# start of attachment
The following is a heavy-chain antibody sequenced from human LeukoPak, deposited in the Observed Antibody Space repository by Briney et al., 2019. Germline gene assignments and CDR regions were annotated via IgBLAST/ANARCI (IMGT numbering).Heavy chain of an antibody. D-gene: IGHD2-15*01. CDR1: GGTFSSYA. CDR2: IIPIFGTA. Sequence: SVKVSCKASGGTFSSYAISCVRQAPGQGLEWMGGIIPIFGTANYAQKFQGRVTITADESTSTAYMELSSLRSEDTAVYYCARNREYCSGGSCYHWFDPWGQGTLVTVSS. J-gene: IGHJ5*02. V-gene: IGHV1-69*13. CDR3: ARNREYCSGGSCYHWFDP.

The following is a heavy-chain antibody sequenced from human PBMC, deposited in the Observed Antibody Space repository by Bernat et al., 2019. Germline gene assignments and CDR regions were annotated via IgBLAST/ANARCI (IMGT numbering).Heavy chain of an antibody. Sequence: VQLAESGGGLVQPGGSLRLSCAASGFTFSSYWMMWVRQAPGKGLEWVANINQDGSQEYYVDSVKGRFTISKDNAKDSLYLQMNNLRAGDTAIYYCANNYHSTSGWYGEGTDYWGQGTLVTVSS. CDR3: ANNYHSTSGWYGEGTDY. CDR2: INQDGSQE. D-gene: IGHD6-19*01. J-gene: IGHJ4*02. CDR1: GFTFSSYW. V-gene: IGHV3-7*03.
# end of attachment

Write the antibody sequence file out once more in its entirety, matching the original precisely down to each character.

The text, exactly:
The following is a heavy-chain antibody sequenced from human LeukoPak, deposited in the Observed Antibody Space repository by Briney et al., 2019. Germline gene assignments and CDR regions were annotated via IgBLAST/ANARCI (IMGT numbering).Heavy chain of an antibody. D-gene: IGHD2-15*01. CDR1: GGTFSSYA. CDR2: IIPIFGTA. Sequence: SVKVSCKASGGTFSSYAISCVRQAPGQGLEWMGGIIPIFGTANYAQKFQGRVTITADESTSTAYMELSSLRSEDTAVYYCARNREYCSGGSCYHWFDPWGQGTLVTVSS. J-gene: IGHJ5*02. V-gene: IGHV1-69*13. CDR3: ARNREYCSGGSCYHWFDP.

The following is a heavy-chain antibody sequenced from human PBMC, deposited in the Observed Antibody Space repository by Bernat et al., 2019. Germline gene assignments and CDR regions were annotated via IgBLAST/ANARCI (IMGT numbering).Heavy chain of an antibody. Sequence: VQLAESGGGLVQPGGSLRLSCAASGFTFSSYWMMWVRQAPGKGLEWVANINQDGSQEYYVDSVKGRFTISKDNAKDSLYLQMNNLRAGDTAIYYCANNYHSTSGWYGEGTDYWGQGTLVTVSS. CDR3: ANNYHSTSGWYGEGTDY. CDR2: INQDGSQE. D-gene: IGHD6-19*01. J-gene: IGHJ4*02. CDR1: GFTFSSYW. V-gene: IGHV3-7*03.